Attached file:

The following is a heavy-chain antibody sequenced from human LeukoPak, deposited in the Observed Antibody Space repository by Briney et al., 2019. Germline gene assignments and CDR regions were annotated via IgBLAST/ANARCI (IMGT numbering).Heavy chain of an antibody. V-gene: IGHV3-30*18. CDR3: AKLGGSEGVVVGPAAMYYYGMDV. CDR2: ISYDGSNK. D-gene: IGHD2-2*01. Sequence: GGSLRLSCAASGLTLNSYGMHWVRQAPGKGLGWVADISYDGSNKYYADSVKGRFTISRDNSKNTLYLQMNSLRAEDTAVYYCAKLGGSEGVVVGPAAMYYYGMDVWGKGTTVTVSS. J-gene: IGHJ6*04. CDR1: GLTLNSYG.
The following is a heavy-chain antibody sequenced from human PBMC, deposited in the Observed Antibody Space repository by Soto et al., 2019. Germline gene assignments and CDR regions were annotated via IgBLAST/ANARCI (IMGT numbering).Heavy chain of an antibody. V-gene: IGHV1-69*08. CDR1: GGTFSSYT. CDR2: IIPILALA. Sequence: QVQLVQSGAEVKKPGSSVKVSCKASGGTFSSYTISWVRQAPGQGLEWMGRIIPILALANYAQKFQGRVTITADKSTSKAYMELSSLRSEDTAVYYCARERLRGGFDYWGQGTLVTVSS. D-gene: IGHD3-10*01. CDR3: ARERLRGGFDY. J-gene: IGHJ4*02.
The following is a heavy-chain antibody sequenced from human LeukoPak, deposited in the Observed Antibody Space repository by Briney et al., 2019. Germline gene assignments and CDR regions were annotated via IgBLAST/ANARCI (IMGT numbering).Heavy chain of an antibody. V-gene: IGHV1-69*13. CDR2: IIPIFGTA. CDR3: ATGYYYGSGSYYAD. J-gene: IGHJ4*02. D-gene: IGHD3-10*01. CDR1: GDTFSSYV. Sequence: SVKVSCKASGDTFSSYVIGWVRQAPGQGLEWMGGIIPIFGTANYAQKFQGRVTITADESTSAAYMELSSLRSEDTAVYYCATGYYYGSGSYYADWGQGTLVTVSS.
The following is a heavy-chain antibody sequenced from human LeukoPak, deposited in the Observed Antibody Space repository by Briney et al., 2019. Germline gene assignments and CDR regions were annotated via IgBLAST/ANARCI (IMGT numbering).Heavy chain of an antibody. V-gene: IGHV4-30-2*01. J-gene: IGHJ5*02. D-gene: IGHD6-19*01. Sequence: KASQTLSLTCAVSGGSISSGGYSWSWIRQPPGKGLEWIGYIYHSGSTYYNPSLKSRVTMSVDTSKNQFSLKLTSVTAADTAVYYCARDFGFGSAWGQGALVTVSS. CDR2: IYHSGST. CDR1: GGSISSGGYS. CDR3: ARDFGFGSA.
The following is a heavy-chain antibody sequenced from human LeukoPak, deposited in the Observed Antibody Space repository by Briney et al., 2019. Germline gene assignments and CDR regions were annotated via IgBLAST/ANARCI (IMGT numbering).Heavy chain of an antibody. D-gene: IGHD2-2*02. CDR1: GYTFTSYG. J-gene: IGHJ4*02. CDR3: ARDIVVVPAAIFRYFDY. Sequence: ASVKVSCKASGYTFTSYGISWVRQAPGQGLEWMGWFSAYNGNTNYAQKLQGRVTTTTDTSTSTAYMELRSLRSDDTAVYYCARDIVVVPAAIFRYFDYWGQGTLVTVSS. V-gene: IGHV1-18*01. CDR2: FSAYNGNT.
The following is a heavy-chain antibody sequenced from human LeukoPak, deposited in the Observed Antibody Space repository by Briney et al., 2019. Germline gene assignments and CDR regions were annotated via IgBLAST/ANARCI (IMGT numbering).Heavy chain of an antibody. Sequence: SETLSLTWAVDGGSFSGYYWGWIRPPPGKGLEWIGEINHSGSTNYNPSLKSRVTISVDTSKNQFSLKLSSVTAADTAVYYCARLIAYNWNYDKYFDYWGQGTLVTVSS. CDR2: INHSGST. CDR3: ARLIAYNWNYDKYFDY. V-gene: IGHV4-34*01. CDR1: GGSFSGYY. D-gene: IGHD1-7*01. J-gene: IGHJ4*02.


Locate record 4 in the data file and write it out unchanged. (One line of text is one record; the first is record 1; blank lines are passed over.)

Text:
The following is a heavy-chain antibody sequenced from human LeukoPak, deposited in the Observed Antibody Space repository by Briney et al., 2019. Germline gene assignments and CDR regions were annotated via IgBLAST/ANARCI (IMGT numbering).Heavy chain of an antibody. V-gene: IGHV4-30-2*01. J-gene: IGHJ5*02. D-gene: IGHD6-19*01. Sequence: KASQTLSLTCAVSGGSISSGGYSWSWIRQPPGKGLEWIGYIYHSGSTYYNPSLKSRVTMSVDTSKNQFSLKLTSVTAADTAVYYCARDFGFGSAWGQGALVTVSS. CDR2: IYHSGST. CDR1: GGSISSGGYS. CDR3: ARDFGFGSA.